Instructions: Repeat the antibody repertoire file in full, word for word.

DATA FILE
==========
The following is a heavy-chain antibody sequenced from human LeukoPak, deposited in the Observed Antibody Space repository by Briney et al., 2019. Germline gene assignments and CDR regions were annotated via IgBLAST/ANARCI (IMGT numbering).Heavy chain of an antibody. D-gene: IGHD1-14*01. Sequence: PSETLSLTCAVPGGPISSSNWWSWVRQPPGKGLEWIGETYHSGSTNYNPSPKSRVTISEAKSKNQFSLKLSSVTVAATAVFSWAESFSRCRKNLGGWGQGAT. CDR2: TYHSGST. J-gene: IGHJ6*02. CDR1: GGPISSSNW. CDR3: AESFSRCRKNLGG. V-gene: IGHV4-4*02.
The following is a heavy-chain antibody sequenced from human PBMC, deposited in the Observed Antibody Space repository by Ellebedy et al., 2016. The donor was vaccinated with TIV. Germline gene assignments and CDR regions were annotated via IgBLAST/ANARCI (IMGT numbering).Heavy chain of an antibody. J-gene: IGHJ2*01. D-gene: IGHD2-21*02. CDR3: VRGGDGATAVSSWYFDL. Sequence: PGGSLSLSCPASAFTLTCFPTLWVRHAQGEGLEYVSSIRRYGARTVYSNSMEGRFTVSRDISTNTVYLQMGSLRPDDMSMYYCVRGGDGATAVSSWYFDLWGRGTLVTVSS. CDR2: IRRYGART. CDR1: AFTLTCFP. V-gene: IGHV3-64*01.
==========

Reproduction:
The following is a heavy-chain antibody sequenced from human LeukoPak, deposited in the Observed Antibody Space repository by Briney et al., 2019. Germline gene assignments and CDR regions were annotated via IgBLAST/ANARCI (IMGT numbering).Heavy chain of an antibody. D-gene: IGHD1-14*01. Sequence: PSETLSLTCAVPGGPISSSNWWSWVRQPPGKGLEWIGETYHSGSTNYNPSPKSRVTISEAKSKNQFSLKLSSVTVAATAVFSWAESFSRCRKNLGGWGQGAT. CDR2: TYHSGST. J-gene: IGHJ6*02. CDR1: GGPISSSNW. CDR3: AESFSRCRKNLGG. V-gene: IGHV4-4*02.
The following is a heavy-chain antibody sequenced from human PBMC, deposited in the Observed Antibody Space repository by Ellebedy et al., 2016. The donor was vaccinated with TIV. Germline gene assignments and CDR regions were annotated via IgBLAST/ANARCI (IMGT numbering).Heavy chain of an antibody. J-gene: IGHJ2*01. D-gene: IGHD2-21*02. CDR3: VRGGDGATAVSSWYFDL. Sequence: PGGSLSLSCPASAFTLTCFPTLWVRHAQGEGLEYVSSIRRYGARTVYSNSMEGRFTVSRDISTNTVYLQMGSLRPDDMSMYYCVRGGDGATAVSSWYFDLWGRGTLVTVSS. CDR2: IRRYGART. CDR1: AFTLTCFP. V-gene: IGHV3-64*01.